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1. Sell what you sell

If you cannot make a sale, you may not be in business long. Before starting a business of any kind, you may want to make a plan. Are you repurposing awesome antiques or peddling handmade silk petunias? Regardless of what it is you plan to do, you need to understand the numbers, have a plan for marketing, acquiring customers, selling, and competing in your market. To stand out, being an expert at one thing can actually work if you do that one thing in a way that customers like. That one thing can often be enough to support a business, or even to fund other other projects.

The more planning and research you do, the more insights you may gather to help you develop, update, and deliver on your Business Plan. Remember, plans can change, and if you are in business, you may want to be ready to update those plans on paper to keep you focused and on track.

2. Choose a business name

Picking your business name is one of the fun parts, but it may also be one of the hardest. It can help if you choose something that is directly related to what you are selling. And it is also good to have something that stands out. Names are tricky.

Making matters even more challenging, you may not want to change your shop name on a whim. Take your time to figure out what works best. You want to be findable when your customers are ready to come back, so you may want to look into protecting your name and brand with a trademark.

3. Set your business goals

To set goals for selling on Etsy, or any other platform, first, define what you want to measure. Is it selling a particular amount of items? Are you looking to make a certain amount of money? Make sure to pick something realistic and have a way to measure it. This can help keep your business on track. For example, do not set a goal of delivering 100 products in a month when you can only produce 10. 

The trick is to monitor your goals, and make continuous adjustments until you find the recipe that works. Often, this involves expanding your marketing efforts to different social media channels or through networking. If sales pick up, or you meet your goals early, you may want to reassess, and consider growing or scaling your operation.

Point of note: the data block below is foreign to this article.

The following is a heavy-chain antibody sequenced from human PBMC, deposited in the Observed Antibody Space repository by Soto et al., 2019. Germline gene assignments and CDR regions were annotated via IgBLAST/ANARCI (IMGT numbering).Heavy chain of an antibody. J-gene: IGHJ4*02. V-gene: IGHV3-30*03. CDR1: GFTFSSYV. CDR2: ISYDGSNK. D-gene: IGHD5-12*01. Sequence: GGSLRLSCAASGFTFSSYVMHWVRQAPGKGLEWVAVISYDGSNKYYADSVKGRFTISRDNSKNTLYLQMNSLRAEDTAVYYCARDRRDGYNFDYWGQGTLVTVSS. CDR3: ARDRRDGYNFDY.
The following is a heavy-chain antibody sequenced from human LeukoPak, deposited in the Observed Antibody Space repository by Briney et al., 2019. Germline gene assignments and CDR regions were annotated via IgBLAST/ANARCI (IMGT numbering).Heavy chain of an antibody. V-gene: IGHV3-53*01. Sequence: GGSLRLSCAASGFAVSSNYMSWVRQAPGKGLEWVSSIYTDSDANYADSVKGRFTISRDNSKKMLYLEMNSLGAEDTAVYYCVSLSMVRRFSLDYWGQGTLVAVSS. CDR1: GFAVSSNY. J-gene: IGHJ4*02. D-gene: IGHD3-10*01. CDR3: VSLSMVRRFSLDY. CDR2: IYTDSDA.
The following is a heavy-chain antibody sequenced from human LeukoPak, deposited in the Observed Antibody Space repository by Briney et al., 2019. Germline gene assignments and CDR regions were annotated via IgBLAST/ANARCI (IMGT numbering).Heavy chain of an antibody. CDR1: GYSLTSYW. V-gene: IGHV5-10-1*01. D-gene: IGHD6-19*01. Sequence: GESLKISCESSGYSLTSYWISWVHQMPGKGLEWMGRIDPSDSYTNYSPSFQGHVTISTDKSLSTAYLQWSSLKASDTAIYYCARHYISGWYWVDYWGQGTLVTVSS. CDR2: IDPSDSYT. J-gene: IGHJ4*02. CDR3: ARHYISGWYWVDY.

Here’s where we get more technical. Etsy or any other online shop can typically choose between a few different business structures:

  • Corporation.
  • Limited Liability Company (LLC).
  • Sole proprietorship.
  • General partnership. 

If you are not already a corporation, LLC, or partnership, and do nothing more than just sign up on a platform to start your business, then you are more likely than not going to be considered a sole proprietor. If you have a partner and do nothing to formalize the business, the business is likely to be considered a general partnership. 

Depending on what you are selling, you may want to consider incorporating in order to limit your personal liability.

5. Protect yourself

Now that you are officially in business, you may want some help to keep the business going. From hiring workers to getting legal advice or setting up contracts for shipping, marketing, or with another vendor, the right forms and documents can help make sure you are protected in case something goes wrong. While it may seem like an extra step to make sure you have secured contracts for your business’s needs, or asking a lawyer to review those contracts before you sign them, you may be saving yourself a lot of time, money, and headache down the road.

Depending on your business operations, you may also want to consider business insurance.

Once you are in business, it is time to start selling, shipping, and keeping the operation running. If you have legal questions, reach out to a Rocket Lawyer network attorney for affordable legal advice.

This article contains general legal information and does not contain legal advice. Rocket Lawyer is not a law firm or a substitute for an attorney or law firm. The law is complex and changes often. For legal advice, please ask a lawyer.


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